Photo by: Paul Drinkwater/NBC
Here's one thing to remember about the Golden Globes: It only has 87 voters, or slightly more than 1% as many as the Oscars do. And those 87 members of the Hollywood Foreign Press Association bring with them a variety of competing agendas, which makes predicting what they'll do maddening at times. Here's what we think will happen on Sunday night at the Beverly Hilton across all the film and TV categories. (Predicted winner is pictured and in bold)
Best Motion Picture - Drama
"The Two Popes" –
Unlike some Oscar voters, the HFPA doesn't have a problem with Netflix, which treats them very well - so even though "The Irishman" might be more divisive and maybe not even as well liked overall, the heft it has as Martin Scorsese's last word on gang movies could give it a very slight edge.
LD Entertainment / Roadside Attractions
Best Performance by an Actress in a Motion Picture - Drama
Cynthia Erivo, "Harriet,"
Scarlett Johansson, "Marriage Story,"
Saoirse Ronan, "Little Women,"
Charlize Theron, "Bombshell,"
Renee Zellweger, "Judy" –
For months, Renee Zellweger has been the presumed frontrunner for channeling Judy Garland in "Judy." This will be her first real test, and it seems unlikely that Globes voters will resist - but Charlize Theron's performance as Megyn Kelly in "Bombshell" broke late and picked up momentum, so she can't be ruled out.
Best Performance by an Actor in a Motion Picture - Drama
Christian Bale, "Ford v Ferrari,"
Antonio Banderas, "Pain and Glory,"
Adam Driver, "Marriage Story,"
Joaquin Phoenix, "Joker,"
Jonathan Pryce, "The Two Popes" –
Divorced dad or disturbed loner? Adam Driver and Joaquin Phoenix are probably the two strongest contenders here, with Jonathan Pryce and Antonio Banderas angling for what would be a big upset. Driver also has performances in "The Report" and "Star Wars: The Rise of Skywalker" to bolster his resume, while a Phoenix win would likely be the best way to recognize "Joker," which a number of Globes voters are said to have loved.
Best Motion Picture - Musical or Comedy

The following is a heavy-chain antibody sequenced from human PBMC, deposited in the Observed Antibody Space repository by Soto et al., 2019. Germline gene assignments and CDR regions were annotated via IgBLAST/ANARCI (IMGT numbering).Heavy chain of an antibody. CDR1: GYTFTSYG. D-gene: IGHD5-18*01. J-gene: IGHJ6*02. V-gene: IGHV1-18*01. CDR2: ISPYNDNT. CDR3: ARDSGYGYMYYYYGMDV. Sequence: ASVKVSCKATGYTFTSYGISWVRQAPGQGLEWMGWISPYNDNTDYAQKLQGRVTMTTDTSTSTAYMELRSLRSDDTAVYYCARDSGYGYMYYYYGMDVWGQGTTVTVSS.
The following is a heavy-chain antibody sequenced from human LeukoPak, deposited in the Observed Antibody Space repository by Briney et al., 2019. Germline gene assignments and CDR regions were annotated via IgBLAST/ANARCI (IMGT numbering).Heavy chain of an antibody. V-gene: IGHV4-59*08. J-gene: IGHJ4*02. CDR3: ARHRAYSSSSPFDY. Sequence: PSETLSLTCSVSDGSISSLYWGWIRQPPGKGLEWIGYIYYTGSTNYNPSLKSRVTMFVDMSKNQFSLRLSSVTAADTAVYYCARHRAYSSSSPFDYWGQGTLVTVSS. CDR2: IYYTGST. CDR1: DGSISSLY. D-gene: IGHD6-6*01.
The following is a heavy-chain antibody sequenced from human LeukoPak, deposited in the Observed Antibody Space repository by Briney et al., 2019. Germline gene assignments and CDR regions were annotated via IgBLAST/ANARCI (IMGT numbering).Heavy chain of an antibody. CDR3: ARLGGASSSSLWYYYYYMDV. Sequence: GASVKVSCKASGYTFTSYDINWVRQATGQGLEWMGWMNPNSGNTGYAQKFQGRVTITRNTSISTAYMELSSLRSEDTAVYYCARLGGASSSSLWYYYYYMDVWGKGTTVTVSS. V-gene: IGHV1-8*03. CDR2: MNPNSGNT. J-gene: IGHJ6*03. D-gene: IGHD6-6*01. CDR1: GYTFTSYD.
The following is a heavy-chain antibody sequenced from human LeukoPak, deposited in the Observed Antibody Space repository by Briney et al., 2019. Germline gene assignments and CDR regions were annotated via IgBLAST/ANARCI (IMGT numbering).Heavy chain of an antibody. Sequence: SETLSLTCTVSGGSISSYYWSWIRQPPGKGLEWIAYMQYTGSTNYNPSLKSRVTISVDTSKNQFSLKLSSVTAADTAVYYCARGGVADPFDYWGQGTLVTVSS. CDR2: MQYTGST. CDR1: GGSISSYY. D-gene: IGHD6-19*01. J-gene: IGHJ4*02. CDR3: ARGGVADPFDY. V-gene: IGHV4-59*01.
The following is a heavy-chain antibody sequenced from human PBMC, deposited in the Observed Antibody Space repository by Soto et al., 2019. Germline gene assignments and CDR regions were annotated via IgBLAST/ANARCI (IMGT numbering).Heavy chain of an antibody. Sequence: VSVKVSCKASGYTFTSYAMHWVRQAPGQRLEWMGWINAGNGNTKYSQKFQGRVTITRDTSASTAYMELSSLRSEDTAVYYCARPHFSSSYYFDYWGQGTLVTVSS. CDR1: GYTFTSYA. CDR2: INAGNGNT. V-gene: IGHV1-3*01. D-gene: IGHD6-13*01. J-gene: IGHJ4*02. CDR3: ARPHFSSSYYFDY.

"Dolemite Is My Name,"
"Once Upon a Time ... in Hollywood,"
The two likeliest winners in this category have always been "Once Upon a Time ... in Hollywood" and "Jojo Rabbit" but numbers alone would suggest that the former film has the upper hand: it received five nominations, tied with "The Irishman" and trailing only "Marriage Story," while "Jojo" is only nominated in one other category, actor in a comedy. The only thing that could hurt "OUATIH" would be the Globes' longstanding tendency to spread the wealth - with Leonardo DiCaprio and Brad Pitt favorites in their categories and Quentin Tarantino a possible frontrunner for both directing and writing, will they want to give something else an award here? Probably not - if they are looking to avoid a Tarantino sweep, they'll probably do so in a different category.
Best Performance by an Actress in a Motion Picture - Musical or Comedy
Ana de Armas, "Knives Out,"
Awkwafina, "The Farewell,"
Cate Blanchett, "Where'd You Go, Bernadette,"
Beanie Feldstein, "Booksmart,"
Emma Thompson, "Late Night" –
While Blanchett and Thompson are legends, their films weren't widely seen. Nominations in other categories would suggest that "Knives Out" and "The Farewell" are the two films here that voters like the best, and Awkwafina is certainly the person in this group that the HFPA will most want to see on stage at the Globes.
Best Performance by an Actor in a Motion Picture - Musical or Comedy
Daniel Craig, "Knives Out,"
Roman Griffin Davis, "Jojo Rabbit,"
Leonardo DiCaprio, "Once Upon a Time ... in Hollywood,"
Taron Egerton, "Rocketman,"
Eddie Murphy, "Dolemite Is My Name" –
While Taron Egerton would help the HFPA justify the "musical" part of this category's name, he has the disadvantage of being in a category with two icons, Leonardo DiCaprio and Eddie Murphy, both of them in well-liked movies. Murphy has a real shot, particularly if voters are trying to spread the wealth, but DiCaprio probably has more across-the-board support.